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  • Author: John Price
  • Publication Date: 04-2013
  • Content Type: Journal Article
  • Journal: Ambassadors Review
  • Institution: Council of American Ambassadors
  • Abstract: As the United States drove Islamist insurgents from Afghanistan, many migrated to Yemen, eventually reaching the Horn of Africa, which became the “epicenter” for al-Qaeda. Osama bin Laden was indoctrinated by Wahhabist imams in Saudi Arabia, a sect that espouses armed jihad. In 1987, bin Laden formed al-Qaeda (the base) in Afghanistan, with his mujahedeen fighters. In 1991, he moved to Sudan with his al-Qaeda lieutenants and spent the next five years plotting attacks against Western interests.
  • Political Geography: Afghanistan, Africa, United States, Sudan, Yemen, Arabia, Saudi Arabia, Mali
  • Publication Date: 04-2012
  • Content Type: Journal Article
  • Journal: Ambassadors Review
  • Institution: Council of American Ambassadors
  • Abstract: No abstract is available.
  • Political Geography: Afghanistan, United States, Iran, Brazil, Mexico, Singapore
  • Author: Marc Grossman
  • Publication Date: 04-2012
  • Content Type: Journal Article
  • Journal: Ambassadors Review
  • Institution: Council of American Ambassadors
  • Abstract: After a decade of effort and tremendous sacrifice by Americans, Afghans, allies and partners, we have made progress toward the goal of disrupting, dismantling, and defeating al-Qaeda. Osama bin Laden is dead. Al-Qaeda is weaker. As a result of this effort and sacrifice, we can now enter a new phase of our en¬gagement in Afghanistan defined by the plan set out at the NATO Lisbon Summit in November 2010. The Afghan government is systematically taking responsibility for Afghanistan's security; half of the Afghan population today lives in areas where the Afghan government has the lead responsibility for security. By the end of 2014, all of Afghanistan will have transitioned to Afghan security lead.
  • Political Geography: Afghanistan, Lisbon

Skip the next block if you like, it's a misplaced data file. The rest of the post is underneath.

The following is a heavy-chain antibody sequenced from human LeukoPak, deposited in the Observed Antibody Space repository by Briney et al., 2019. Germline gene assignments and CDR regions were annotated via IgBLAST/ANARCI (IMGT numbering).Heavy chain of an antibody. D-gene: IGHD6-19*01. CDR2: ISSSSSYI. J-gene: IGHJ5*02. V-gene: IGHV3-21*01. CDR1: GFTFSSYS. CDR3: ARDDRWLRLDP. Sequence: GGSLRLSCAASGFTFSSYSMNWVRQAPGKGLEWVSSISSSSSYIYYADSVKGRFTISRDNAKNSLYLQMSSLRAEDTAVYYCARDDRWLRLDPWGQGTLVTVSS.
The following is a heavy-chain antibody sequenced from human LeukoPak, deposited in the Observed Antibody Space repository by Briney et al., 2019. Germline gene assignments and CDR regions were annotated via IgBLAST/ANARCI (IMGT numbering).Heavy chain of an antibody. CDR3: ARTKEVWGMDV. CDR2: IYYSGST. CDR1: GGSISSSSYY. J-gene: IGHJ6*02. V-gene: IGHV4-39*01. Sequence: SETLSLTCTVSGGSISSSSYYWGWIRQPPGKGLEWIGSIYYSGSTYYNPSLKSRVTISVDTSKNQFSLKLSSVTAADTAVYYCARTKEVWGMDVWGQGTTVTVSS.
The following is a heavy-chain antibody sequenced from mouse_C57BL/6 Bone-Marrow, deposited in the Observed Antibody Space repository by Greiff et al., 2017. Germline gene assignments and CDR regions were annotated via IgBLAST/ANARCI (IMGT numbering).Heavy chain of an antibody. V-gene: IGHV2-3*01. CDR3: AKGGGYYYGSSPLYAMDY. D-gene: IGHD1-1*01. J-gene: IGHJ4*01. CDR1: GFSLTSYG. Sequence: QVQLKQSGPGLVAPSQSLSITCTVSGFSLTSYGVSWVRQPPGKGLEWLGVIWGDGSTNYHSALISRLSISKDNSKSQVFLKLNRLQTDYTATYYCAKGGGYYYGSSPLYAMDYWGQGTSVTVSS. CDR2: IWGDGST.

• Author: James Franklin Jeffrey
  • Publication Date: 10-2012
  • Content Type: Journal Article
  • Journal: Ambassadors Review
  • Institution: Council of American Ambassadors
  • Abstract: The 2011 transition from a US military-centric American presence in Iraq to a diplomatic lead, requiring the build out of already the largest US embassy since Vietnam, was an extraordinary political and logistic al effort, all but unparalleled in State Department history. The transition's success and its many challenges provide lessons for both the upcoming Afghanistan transition and 'expeditionary diplomacy' generally. It provides a model for diploma tic primacy in a conflict environment, but also cautionary lessons on the limits of diplomatic engagement in a war zone.
  • Topic: War
  • Political Geography: Afghanistan, United States, Iraq, Vietnam
  • Author: Daniel Lewis
  • Publication Date: 10-2012
  • Content Type: Journal Article
  • Journal: Ambassadors Review
  • Institution: Council of American Ambassadors
  • Abstract: If ideologies that inspire violence are not overcome by force of persuasion, they will only be overcome by force of arms. Al-Qaeda's ideas continue to take root in new and diverse soil. Where they do, violence, destabilization, and devastation are the predictable results. During the last eleven years, America and her allies have waged war on al-Qaeda the organization. War has not been waged on al-Qaeda the idea. The result has crippled al -Qaeda's tactical cap abilities in Afghanistan and Pakistan, but has allowed for its transnational presence to flourish. To engage al-Qaeda the idea, the foremost warriors needed are state and public diplomats whose weapons are far more subtle than bombs and bullets.
  • Topic: War
  • Political Geography: Pakistan, Afghanistan, America
  • Author: Prince Ermias Sahle-Selassie Haile-Selassie
  • Publication Date: 10-2011
  • Content Type: Journal Article
  • Journal: Ambassadors Review
  • Institution: Council of American Ambassadors
  • Abstract: Africa's multicultural tradition and its influence on the Arab Spring are challenging and singularly complex subjects, certain to frustrate those who seek neat, linear, cause-and-effect relationships. In many respects, Africa's multicultural tradition, when juxtaposed against the complex and largely externally imposed circumstances of Africa's turbulent history, and the realpolitik of today, is but a small—albeit critical—component in the dynamic, driving the people and institutions of modern Africa, and its regional neighbors, towards change. Washington's US policy establishment, for instance, contains more fractious 'tribes' than Iraq and Afghanistan combined, each with its own political agenda and pandering media-congressional constituency. How, one wonders, can objective truth divining the complexly-nuanced affairs of ancient nations half a world away possibly emerge from such a riot of contending institutional interests and agendas?